Friday, January 6, 2012

Reform and systemic change in the Philippines slowed by influence of Roman Catholic Church

The Catholic Church and many organised religions in the Philippines continue to be very powerful, influential, and profitable institutions. And it is in their interests to maintain the status quo and the dismal state of enlightenment of the source of their power -- the average Filipino.

Because many Filipinos continue to be beholden to Church dogma, politicians who, as in most democracies, are elected by popular vote, will continue to pander to and, worse, defer to the influence of the Catholic Church. It is an interlocked matrix of tradition that Filipinos are imprisoned within.

I'm not an expert in world history but if I recall right, enlightenment and a re-surgence of critical discourse that started in ancient Greece (which was lost to the Arabs during the Dark Ages) somehow began to bubble up from the grassroots in Europe sometime in the 15th Century. Still it took centuries before the scientific method triumphed over religious primitivism in European governance.

Again, considering the unprecedented access to knowledge and technology enjoyed by a broad swath of Philippine society, religious mumbo-jumbo continues to lace much of Filipino thinking and conversation. I have no problem with religious faith. But I firmly believe that religious orientation and spirituality are personal things that should be left out of matters of state. Furthermore, I take issue with people who presume to be "blessed" by their god which begs the question (as you also pointed out) of why other people may not be as blessed, such as the thousands that died in the latest "natural" disaster to hit Mindanao. I elaborate on that sentiment of mine in this article.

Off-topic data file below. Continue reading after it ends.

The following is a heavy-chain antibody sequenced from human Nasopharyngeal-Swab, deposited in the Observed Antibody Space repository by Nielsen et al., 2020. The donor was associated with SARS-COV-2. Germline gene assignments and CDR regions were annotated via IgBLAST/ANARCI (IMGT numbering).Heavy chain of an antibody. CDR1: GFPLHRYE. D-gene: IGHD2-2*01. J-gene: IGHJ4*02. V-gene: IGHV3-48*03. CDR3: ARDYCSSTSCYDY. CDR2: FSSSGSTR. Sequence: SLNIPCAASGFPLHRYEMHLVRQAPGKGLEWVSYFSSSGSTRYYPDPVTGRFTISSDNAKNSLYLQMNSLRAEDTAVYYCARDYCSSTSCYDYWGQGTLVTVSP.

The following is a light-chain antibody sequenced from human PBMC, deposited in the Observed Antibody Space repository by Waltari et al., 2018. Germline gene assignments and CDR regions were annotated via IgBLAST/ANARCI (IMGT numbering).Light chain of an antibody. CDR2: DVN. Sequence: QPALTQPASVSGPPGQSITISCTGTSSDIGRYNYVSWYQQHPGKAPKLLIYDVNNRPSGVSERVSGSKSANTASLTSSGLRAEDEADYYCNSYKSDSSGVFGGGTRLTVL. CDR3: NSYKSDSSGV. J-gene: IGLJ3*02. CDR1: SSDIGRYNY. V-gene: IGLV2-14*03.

Indeed, much of the reason behind why change is slow in the Philippines despite the existence of obvious solutions to many of its problems can be traced to the influence of organised religion.


[NB: This article was originally published as a comment on Get Real Post.]

4 comments:

  1. Here in Davao City, halal, a muslim religious practice has been required of all eating places and meat stalls thru a city ordinance. This I think is a blatant disregard and disrespect of the other residents philosophical views. Matters affecting the public or the state must not be affected by any religious influence. Government is supposed to be secular but if given the chance, politicians always attaches religious color to their activities. Theocracy whether christian or Islamic have always been a failure because it relies too much on hearsay that it is coming from that imaginary invisible man somewhere up there who for all eternity refuses to give his address but gets mad when mortals stops looking for him. To be the elected official of all the people, I suggest they read the "Human Rights Declaration" as a source of inspiration. It may not be written or inspired by a supernatural being but it favors no religion, race, creed and sexual orientation.

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  2. thelongfallofproseJanuary 6, 2012 at 8:36 PM

    I remember reading something like the Spanish kingdom back in 1500s ordering the friars and priests (who were the first Spanish settlers of the Philippines) to teach the Spanish language to Filipinos, but then these so-called Catholics decided not to so they can further enslave them. Enter 2012. Amazing turn of events, no?

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  3. probably its a matter of choice? if we say we are changing to progress, are we really progressing or its just a short sighted emotion of desire?

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  4. Old men's fart: http://www.justsaypictures.com/images/ty-jesus-1c82.jpg

    I'd say its time for this nation to be more secular. Then perhaps problems would be properly addressed instead of being given the usual band-aid solutions and wishful thinking propagated by the men and women of the cloth... One needs to look past the veneer of religiosity and the ambiguous nature of their business on earth. Be more attuned to the ills of society and help formulate and implement concrete steps to eliminate if not lessen it. The Philippines might be able to go places if it is not befuddled by the contorted notions of the church leaders (as if those wielded by the politicians aren't enough already)...

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